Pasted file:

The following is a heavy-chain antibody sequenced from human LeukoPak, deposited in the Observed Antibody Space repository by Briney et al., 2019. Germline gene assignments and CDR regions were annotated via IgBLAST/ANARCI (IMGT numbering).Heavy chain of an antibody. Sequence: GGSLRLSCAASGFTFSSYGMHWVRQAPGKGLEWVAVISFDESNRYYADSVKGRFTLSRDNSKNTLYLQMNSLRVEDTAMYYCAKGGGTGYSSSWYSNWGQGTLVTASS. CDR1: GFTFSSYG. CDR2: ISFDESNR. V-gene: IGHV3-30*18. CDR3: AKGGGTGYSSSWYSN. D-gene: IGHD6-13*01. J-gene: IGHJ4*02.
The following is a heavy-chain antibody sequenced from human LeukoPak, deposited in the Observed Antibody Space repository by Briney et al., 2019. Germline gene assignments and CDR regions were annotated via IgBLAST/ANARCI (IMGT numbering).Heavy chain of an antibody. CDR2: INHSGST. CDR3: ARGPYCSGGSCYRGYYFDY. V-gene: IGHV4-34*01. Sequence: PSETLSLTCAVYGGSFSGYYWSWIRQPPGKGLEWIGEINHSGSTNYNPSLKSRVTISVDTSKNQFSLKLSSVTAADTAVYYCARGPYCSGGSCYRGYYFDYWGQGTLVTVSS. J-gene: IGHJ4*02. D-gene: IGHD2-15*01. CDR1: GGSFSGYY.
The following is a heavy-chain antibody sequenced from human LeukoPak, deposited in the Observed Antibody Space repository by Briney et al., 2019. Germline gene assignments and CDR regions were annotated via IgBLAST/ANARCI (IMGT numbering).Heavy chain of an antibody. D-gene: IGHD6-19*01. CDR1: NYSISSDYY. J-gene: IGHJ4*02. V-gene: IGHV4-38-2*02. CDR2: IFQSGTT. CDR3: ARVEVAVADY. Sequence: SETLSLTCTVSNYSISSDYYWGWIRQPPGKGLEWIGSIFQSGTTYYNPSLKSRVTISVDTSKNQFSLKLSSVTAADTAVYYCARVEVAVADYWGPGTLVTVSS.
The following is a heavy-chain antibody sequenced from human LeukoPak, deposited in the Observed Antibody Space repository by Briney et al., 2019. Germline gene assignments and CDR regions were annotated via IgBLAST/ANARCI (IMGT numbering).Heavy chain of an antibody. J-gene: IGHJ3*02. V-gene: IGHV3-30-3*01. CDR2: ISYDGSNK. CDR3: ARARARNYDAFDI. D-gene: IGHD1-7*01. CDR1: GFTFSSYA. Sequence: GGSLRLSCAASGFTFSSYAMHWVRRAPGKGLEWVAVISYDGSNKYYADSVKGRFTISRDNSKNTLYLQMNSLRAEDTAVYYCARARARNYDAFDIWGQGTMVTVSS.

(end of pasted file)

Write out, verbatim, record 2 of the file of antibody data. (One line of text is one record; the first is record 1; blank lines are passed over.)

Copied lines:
The following is a heavy-chain antibody sequenced from human LeukoPak, deposited in the Observed Antibody Space repository by Briney et al., 2019. Germline gene assignments and CDR regions were annotated via IgBLAST/ANARCI (IMGT numbering).Heavy chain of an antibody. CDR2: INHSGST. CDR3: ARGPYCSGGSCYRGYYFDY. V-gene: IGHV4-34*01. Sequence: PSETLSLTCAVYGGSFSGYYWSWIRQPPGKGLEWIGEINHSGSTNYNPSLKSRVTISVDTSKNQFSLKLSSVTAADTAVYYCARGPYCSGGSCYRGYYFDYWGQGTLVTVSS. J-gene: IGHJ4*02. D-gene: IGHD2-15*01. CDR1: GGSFSGYY.